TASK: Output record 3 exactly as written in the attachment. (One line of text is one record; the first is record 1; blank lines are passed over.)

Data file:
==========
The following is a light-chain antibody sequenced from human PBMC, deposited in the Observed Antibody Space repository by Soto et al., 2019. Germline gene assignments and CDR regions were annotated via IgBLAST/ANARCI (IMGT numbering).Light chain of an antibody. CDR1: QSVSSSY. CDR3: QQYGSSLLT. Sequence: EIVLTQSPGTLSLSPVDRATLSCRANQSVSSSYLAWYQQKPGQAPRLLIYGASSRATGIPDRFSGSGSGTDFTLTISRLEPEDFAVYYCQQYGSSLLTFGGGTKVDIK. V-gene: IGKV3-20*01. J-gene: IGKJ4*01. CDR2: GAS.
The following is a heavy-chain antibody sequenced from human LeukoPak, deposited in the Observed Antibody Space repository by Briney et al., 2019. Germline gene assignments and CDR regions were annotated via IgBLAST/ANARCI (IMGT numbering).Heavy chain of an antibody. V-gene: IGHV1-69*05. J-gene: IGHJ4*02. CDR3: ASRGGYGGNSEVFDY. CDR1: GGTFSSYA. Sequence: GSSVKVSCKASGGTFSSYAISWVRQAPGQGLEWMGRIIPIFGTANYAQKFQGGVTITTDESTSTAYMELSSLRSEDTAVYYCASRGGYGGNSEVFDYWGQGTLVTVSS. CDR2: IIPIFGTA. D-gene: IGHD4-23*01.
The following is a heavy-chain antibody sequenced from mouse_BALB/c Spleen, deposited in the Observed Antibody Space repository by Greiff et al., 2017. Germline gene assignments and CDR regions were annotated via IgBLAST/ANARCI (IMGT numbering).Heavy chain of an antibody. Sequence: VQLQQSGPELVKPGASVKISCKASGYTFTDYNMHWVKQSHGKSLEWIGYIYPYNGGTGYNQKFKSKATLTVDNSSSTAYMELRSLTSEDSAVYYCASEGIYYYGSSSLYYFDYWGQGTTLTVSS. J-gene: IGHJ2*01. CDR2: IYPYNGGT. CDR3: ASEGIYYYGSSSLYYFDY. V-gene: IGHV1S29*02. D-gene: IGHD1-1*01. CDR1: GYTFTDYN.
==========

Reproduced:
The following is a heavy-chain antibody sequenced from mouse_BALB/c Spleen, deposited in the Observed Antibody Space repository by Greiff et al., 2017. Germline gene assignments and CDR regions were annotated via IgBLAST/ANARCI (IMGT numbering).Heavy chain of an antibody. Sequence: VQLQQSGPELVKPGASVKISCKASGYTFTDYNMHWVKQSHGKSLEWIGYIYPYNGGTGYNQKFKSKATLTVDNSSSTAYMELRSLTSEDSAVYYCASEGIYYYGSSSLYYFDYWGQGTTLTVSS. J-gene: IGHJ2*01. CDR2: IYPYNGGT. CDR3: ASEGIYYYGSSSLYYFDY. V-gene: IGHV1S29*02. D-gene: IGHD1-1*01. CDR1: GYTFTDYN.